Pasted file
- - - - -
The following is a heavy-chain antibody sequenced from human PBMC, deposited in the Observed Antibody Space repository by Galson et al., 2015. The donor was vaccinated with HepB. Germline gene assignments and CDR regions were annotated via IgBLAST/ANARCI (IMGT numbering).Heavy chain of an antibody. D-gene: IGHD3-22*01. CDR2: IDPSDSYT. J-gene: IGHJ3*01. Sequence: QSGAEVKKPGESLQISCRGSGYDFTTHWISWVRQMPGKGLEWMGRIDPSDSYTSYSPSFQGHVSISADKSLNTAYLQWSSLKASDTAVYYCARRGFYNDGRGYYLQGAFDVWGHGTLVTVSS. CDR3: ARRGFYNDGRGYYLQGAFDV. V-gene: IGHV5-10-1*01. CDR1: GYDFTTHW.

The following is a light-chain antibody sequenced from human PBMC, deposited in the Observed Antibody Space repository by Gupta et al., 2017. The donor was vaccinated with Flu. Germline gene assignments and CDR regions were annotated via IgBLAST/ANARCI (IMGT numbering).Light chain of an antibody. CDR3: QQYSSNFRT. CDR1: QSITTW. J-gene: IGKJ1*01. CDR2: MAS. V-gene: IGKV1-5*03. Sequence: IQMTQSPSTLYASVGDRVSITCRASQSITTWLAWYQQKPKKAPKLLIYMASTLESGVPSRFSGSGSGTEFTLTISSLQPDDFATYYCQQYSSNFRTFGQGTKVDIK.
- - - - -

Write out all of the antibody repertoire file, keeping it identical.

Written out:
The following is a heavy-chain antibody sequenced from human PBMC, deposited in the Observed Antibody Space repository by Galson et al., 2015. The donor was vaccinated with HepB. Germline gene assignments and CDR regions were annotated via IgBLAST/ANARCI (IMGT numbering).Heavy chain of an antibody. D-gene: IGHD3-22*01. CDR2: IDPSDSYT. J-gene: IGHJ3*01. Sequence: QSGAEVKKPGESLQISCRGSGYDFTTHWISWVRQMPGKGLEWMGRIDPSDSYTSYSPSFQGHVSISADKSLNTAYLQWSSLKASDTAVYYCARRGFYNDGRGYYLQGAFDVWGHGTLVTVSS. CDR3: ARRGFYNDGRGYYLQGAFDV. V-gene: IGHV5-10-1*01. CDR1: GYDFTTHW.

The following is a light-chain antibody sequenced from human PBMC, deposited in the Observed Antibody Space repository by Gupta et al., 2017. The donor was vaccinated with Flu. Germline gene assignments and CDR regions were annotated via IgBLAST/ANARCI (IMGT numbering).Light chain of an antibody. CDR3: QQYSSNFRT. CDR1: QSITTW. J-gene: IGKJ1*01. CDR2: MAS. V-gene: IGKV1-5*03. Sequence: IQMTQSPSTLYASVGDRVSITCRASQSITTWLAWYQQKPKKAPKLLIYMASTLESGVPSRFSGSGSGTEFTLTISSLQPDDFATYYCQQYSSNFRTFGQGTKVDIK.